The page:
Skip to main content

Every football fan has seen pass interference play out countless times. A receiver comes up short on a catch and throws his hands in the air; after a delay of a few seconds, a penalty flag flies in, and the offense marches down the field. During the 2019 NFL season, however, coaches were able to throw their own flag and challenge the pass interference call. That system rarely changed the ruling on the field.

When the 2020 campaign kicks off, though, coaches might have to keep their red flag tucked away. It’s possible that the pass interference challenge could already be a thing of the past.

The NFL’s history of pass interference problems

After an egregious blown call cost the New Orleans Saints a trip to the Super Bowl, the NFL decided to allow head coaches to challenge pass interference rulings. That decision, however, didn’t work out as anyone intended.

While it’s not hard to imagine a working scenario—a coach throws the challenge flag and the potential pass interference is reviewed like any other play—the NFL chose to complicate matters. “A pass interference ruling will be changed in replay only when there is clear and obvious visual evidence that the on-field ruling was incorrect,” the league explained. “To change the ruling on the field, there must be clear and obvious evidence that contact “significantly hindered” or “did not significantly hinder” an opponent.”

Although that high bar sounds good in concept—no one wants to see a single hand-check result in a game-changing penalty—it proved to be realistic. No one is quite sure what “clear and obvious visual evidence” entails; even if you think the on-field decision is wrong, where is the line between a difference of opinions and an undeniable mistake?

Unsurprisingly, the system didn’t work. Before long, most coaches realized pass interference wasn’t worth challenging. If anything, everyone from players to fans felt the referees’ decisions had become more arbitrary.

The NFL’s competition committee weighs in

When the NFL made pass interference a reviewable call, the decision was only temporary. The 2019 season was a one-year trial; the NFL owners will now have to decide whether it’s worth the hassle to renew the rule on a permanent basis.

The NFL’s competition committee is also weighing their options, but haven’t made a recommendation on axing the rule yet. “I want to wait,” Atlanta Falcons President Rich McKay, who serves as the group’s chairman, told Mark Maske of the Washington Post. “I want to hear everybody out. I am one that votes in the best interests of the game. I think we all saw the frustration that we all had during the year. And I do think it began to get better. But I want to see it all and the total picture and not deal from emotion.”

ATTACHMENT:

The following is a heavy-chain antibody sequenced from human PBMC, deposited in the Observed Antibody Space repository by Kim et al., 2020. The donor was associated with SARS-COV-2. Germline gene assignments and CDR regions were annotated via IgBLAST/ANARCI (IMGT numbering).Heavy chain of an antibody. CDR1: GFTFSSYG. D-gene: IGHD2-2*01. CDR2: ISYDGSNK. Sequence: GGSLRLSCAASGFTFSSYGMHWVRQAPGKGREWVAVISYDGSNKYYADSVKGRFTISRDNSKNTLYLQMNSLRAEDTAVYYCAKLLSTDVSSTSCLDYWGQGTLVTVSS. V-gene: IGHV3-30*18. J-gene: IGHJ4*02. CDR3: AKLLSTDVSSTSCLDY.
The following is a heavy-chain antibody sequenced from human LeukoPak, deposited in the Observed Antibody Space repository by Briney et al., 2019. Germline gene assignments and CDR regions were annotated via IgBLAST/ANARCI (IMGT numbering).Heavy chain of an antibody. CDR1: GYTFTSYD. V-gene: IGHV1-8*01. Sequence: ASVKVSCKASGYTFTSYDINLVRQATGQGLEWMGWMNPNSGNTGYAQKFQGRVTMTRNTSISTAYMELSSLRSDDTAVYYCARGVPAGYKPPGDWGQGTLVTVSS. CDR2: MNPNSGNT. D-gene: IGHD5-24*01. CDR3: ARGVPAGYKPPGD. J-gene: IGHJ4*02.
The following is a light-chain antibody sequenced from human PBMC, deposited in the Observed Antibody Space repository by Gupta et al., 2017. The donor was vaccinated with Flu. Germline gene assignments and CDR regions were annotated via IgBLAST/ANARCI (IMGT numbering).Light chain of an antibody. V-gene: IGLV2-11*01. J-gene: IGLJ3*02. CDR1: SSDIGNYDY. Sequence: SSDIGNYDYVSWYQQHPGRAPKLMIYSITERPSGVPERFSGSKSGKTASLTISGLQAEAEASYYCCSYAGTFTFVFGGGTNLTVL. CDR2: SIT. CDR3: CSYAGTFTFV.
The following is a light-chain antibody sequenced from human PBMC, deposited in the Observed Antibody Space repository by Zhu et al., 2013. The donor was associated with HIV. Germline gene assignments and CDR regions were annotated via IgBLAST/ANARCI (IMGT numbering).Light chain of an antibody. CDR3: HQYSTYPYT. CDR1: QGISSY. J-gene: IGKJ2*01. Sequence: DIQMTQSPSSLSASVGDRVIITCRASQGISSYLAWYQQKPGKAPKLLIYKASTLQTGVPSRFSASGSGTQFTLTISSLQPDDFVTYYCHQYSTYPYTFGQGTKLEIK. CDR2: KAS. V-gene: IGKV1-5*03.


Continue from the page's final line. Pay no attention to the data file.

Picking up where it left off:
“You have a subjective standard … and you’re applying it to a subjective play,” McKay continued. “So there’s going to be disagreement. So you have to decide from a cost-benefit analysis standpoint: Is this worth it? Are we getting enough bang for our buck as far as the game goes? And that’s one that the clubs have to answer that question. But I think we should do it and [make] our recommendation after we’ve looked at everything, walked away from it, looked at it one more time and had a lot of discussion about it. I don’t think we should just do it in a knee-jerk first day of watching 111 plays.”

Something has to change with the NFL’s pass interference reviews

When the NFL owners convene for their vote, they’ll have to decide the fate of the pass interference challenge. Even if they decide to make the rule permanent, though, changes are still possible.

“Any time you do a one-year rule, as we did here, you’re always gonna put everything on the table, whether that is passing it as it was, modifying it or voting it out,” McKay explained. “You’re gonna put it all on the table. There may be ideas. There may be things that come out of it: ‘Maybe we shouldn’t look at this. Maybe we should look at that.’ Who knows?”

While that sentiment might sound encouraging, it’s not clear what that change could be, though. There’s been talk of a “sky judge,” who watches the game from a booth and alerts on-field officials of any egregious errors, but the league doesn’t love that idea. The simplest solution would seem to be lowering the “clear and obvious” standard and allow the referees to call what they see but, based on the NFL’s own history, the simple solution rarely works.

The NFL’s pass interference challenge needs to be fixed. If the owners throw the rule in the trash, they’ll solve a short-term problem, but won’t address the root cause.